There is nothing wrong with having people in your life that make you feel comfortable. I would argue that having a really close group of Christian friends is vital for a healthy Christian walk. I also believe that spending close, intimate time with non-believers is essential for ministry. So if you are comfortable doing either or both of those things and you are comfortable with how Christ uses you there, have at it.
Spending time in our “comfort zone” can become a problem, however, when we start playing favorites. I could probably list 5-6 people that I am guaranteed to talk to each week at church. I have a few coworkers that I spend much more time with than others. I have neighbors that are friends, and I have “smile and nod” neighbors. I play favorites, and that is not good.
My brothers and sisters, believers in our glorious Lord Jesus Christ must not show favoritism. Suppose a man comes into your meeting wearing a gold ring and fine clothes, and a poor man in filthy old clothes also comes in. If you show special attention to the man wearing fine clothes and say, “Here’s a good seat for you,” but say to the poor man, “You stand there” or “Sit on the floor by my feet,” have you not discriminated among yourselves and become judges with evil thoughts?
Listen, my dear brothers and sisters: Has not God chosen those who are poor in the eyes of the world to be rich in faith and to inherit the kingdom he promised those who love him? But you have dishonored the poor. Is it not the rich who are exploiting you? Are they not the ones who are dragging you into court? Are they not the ones who are blaspheming the noble name of him to whom you belong?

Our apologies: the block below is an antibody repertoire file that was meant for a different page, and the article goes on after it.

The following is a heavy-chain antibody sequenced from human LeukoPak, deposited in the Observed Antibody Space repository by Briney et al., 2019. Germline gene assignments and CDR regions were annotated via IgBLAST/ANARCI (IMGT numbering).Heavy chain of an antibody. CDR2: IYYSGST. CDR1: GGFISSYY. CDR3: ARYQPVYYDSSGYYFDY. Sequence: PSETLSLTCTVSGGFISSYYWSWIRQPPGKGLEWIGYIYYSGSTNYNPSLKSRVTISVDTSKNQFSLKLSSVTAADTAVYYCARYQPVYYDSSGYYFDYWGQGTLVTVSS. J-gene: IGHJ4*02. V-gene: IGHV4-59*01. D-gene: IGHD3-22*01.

If you really keep the royal law found in Scripture, “Love your neighbor as yourself,” you are doing right. But if you show favoritism, you sin and are convicted by the law as lawbreakers. (James 2:1-9)
I realize this scripture focuses on favoring the rich over the poor. And while I believe that is still true today, I think this passage applies universally. For what other reasons do we show favoritism today? We favor people that are more like us. We favor people that look like us, those that talk like us, those that dress like us, those that have similar incomes, those that favor us, those in our own church denomination, those in our age group, those in our Sunday school classes and small groups, those with similar hobbies, those with similar ministry interests, and we favor other Christians over everyone else.
As I mentioned earlier, I am as guilty of this as anyone. It is difficult for me to get outside of my comfort zone and spend time with people that are different from me. But in order to effectively spread the gospel and love as I am commanded, I need to be better.
I need to spend time with the elderly in my church.
I need to hang out with people of different income levels.
I need to get to know folks involved with ministries with which I am not familiar.
I need to learn to play golf, or skateboard, or something else I have never really done before.
I need to hang out with Methodists, Pentecostal folks, Catholics, Muslims, and atheists.
I need to stop playing favorites with who gets my time. I also need to challenge you to do the same.
My challenge to you (and me): spend an hour with somebody you would normally not hang out with this week. Once you’ve done that, report back in the comments below and let’s see how we can encourage each other to keep it up.